Crimes and cops: Sta. Isabel, 'Bato' face Jee slay probe

Jamaine Punzalan, ABS-CBN News

Posted at Jan 26 2017 10:55 AM | Updated as of Jan 26 2017 06:25 PM

MANILA - Embattled SPO3 Ricky Sta. Isabel, a suspect in the kidnap-slay of South Korean businessman Ick Joo Jee, attended Thursday the opening of a Senate inquiry into the crime that has triggered a new wave of intense scrutiny on President Rodrigo Duterte's war on drugs.

SPO3 Ricky Sta. Isabel is seen during the Senate Public Order and Dangerous Drugs Committee hearing held at the Senate in Pasay City, Metro Manila on 26 January 2017. Voltaire Domingo, NPPA

Also present at the probe were Philippine National Police chief, Director General Ronald "Bato" dela Rosa, and resource persons from the PNP, Anti-Kidnapping Group, and the National Bureau of Investigation.

PNP chief Ronald dela Rosa is seen during the Senate Public Order and Dangerous Drugs Committee hearing held at the Senate in Pasay City, Metro Manila on 26 January 2017. Voltaire Domingo, NPPA

Sta. Isabel and several cops from a special anti-drug unit allegedly abducted Jee from his home in Angeles, Pampanga last October 18 under the guise of a legitimate "Oplan Tokhang" raid.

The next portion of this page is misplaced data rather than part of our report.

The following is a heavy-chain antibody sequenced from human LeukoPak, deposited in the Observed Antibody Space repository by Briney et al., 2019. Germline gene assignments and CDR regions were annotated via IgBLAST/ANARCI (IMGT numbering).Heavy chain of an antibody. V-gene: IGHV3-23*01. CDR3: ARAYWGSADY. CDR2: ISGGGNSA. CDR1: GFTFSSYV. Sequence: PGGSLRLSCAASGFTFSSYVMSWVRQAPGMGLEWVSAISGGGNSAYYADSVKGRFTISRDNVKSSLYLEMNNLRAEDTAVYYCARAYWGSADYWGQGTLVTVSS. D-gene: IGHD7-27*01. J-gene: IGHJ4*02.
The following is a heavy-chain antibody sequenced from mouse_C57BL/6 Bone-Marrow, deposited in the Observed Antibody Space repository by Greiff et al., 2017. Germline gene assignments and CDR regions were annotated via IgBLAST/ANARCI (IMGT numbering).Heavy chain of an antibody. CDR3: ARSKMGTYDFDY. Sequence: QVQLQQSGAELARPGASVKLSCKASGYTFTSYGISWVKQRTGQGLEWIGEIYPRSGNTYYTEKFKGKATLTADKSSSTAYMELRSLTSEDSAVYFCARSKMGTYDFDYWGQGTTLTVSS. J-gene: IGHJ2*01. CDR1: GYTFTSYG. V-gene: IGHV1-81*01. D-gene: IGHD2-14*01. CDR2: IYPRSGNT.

The Korean was brought to Camp Crame and strangled to death before his remains were brought to a funeral home in Caloocan, the Justice Department confirmed last week.

The kidnappers demanded a ransom from the victim's wife and she initially paid P5 million, thinking he was still alive.

During the hearing, Dela Rosa reiterated Jee's killing indicates that there is a crime syndicate using legitimate police efforts to mask their nefarious activities.

"All indications point to an elaborate web of criminal activity by some police personnel operating under the cover of legitimate police operations," he said.

The case, he said, should "should serve as an eye opener, not only for the PNP but for the entire justice system that are in need of legislated reforms."

Police, in the heels of Jee's death, have come under intense scrutiny as the frontline troops in Duterte's efforts to eradicate illegal drugs in society, with human rights groups accusing them of mass extrajudicial killings.

Several groups have also accused Duterte of promoting a culture of impunity with his repeated promises to protect cops from prosecution if they are charged with murder for killing a drug suspect.

Duterte's efforts dismissed the accusation and vowed to deliver swift justice for the Korean.

Senator Panfilo Lacson, a former PNP chief, led the investigation as chair of the Senate committee on public order and dangerous drugs.

-- With Agence France-Presse